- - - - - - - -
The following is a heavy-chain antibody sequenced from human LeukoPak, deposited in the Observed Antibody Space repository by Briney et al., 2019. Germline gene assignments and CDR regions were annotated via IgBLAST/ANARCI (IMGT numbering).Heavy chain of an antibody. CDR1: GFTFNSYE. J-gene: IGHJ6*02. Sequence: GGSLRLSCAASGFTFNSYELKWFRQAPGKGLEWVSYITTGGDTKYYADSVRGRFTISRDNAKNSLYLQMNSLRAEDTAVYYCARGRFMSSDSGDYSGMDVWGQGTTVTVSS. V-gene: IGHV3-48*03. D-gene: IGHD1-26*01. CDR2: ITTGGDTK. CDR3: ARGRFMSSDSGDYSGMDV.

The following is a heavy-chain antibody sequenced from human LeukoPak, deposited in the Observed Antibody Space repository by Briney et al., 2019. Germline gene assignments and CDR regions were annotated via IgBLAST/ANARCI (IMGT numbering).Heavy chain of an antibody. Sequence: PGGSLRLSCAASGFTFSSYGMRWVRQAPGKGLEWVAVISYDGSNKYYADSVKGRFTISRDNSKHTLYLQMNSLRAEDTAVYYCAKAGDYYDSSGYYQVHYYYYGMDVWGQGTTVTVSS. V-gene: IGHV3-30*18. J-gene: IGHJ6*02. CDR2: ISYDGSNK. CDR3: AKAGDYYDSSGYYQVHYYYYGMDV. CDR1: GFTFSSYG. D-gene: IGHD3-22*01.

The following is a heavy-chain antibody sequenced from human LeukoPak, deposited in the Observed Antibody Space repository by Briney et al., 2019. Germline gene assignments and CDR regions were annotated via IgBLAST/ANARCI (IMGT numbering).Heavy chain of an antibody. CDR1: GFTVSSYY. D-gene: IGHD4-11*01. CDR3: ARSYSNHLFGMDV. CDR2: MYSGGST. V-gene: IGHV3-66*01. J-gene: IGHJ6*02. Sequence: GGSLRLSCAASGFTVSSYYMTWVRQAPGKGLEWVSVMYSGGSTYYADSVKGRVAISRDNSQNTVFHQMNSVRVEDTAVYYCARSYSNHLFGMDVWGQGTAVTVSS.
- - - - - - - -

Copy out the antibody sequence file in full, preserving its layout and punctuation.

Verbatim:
The following is a heavy-chain antibody sequenced from human LeukoPak, deposited in the Observed Antibody Space repository by Briney et al., 2019. Germline gene assignments and CDR regions were annotated via IgBLAST/ANARCI (IMGT numbering).Heavy chain of an antibody. CDR1: GFTFNSYE. J-gene: IGHJ6*02. Sequence: GGSLRLSCAASGFTFNSYELKWFRQAPGKGLEWVSYITTGGDTKYYADSVRGRFTISRDNAKNSLYLQMNSLRAEDTAVYYCARGRFMSSDSGDYSGMDVWGQGTTVTVSS. V-gene: IGHV3-48*03. D-gene: IGHD1-26*01. CDR2: ITTGGDTK. CDR3: ARGRFMSSDSGDYSGMDV.

The following is a heavy-chain antibody sequenced from human LeukoPak, deposited in the Observed Antibody Space repository by Briney et al., 2019. Germline gene assignments and CDR regions were annotated via IgBLAST/ANARCI (IMGT numbering).Heavy chain of an antibody. Sequence: PGGSLRLSCAASGFTFSSYGMRWVRQAPGKGLEWVAVISYDGSNKYYADSVKGRFTISRDNSKHTLYLQMNSLRAEDTAVYYCAKAGDYYDSSGYYQVHYYYYGMDVWGQGTTVTVSS. V-gene: IGHV3-30*18. J-gene: IGHJ6*02. CDR2: ISYDGSNK. CDR3: AKAGDYYDSSGYYQVHYYYYGMDV. CDR1: GFTFSSYG. D-gene: IGHD3-22*01.

The following is a heavy-chain antibody sequenced from human LeukoPak, deposited in the Observed Antibody Space repository by Briney et al., 2019. Germline gene assignments and CDR regions were annotated via IgBLAST/ANARCI (IMGT numbering).Heavy chain of an antibody. CDR1: GFTVSSYY. D-gene: IGHD4-11*01. CDR3: ARSYSNHLFGMDV. CDR2: MYSGGST. V-gene: IGHV3-66*01. J-gene: IGHJ6*02. Sequence: GGSLRLSCAASGFTVSSYYMTWVRQAPGKGLEWVSVMYSGGSTYYADSVKGRVAISRDNSQNTVFHQMNSVRVEDTAVYYCARSYSNHLFGMDVWGQGTAVTVSS.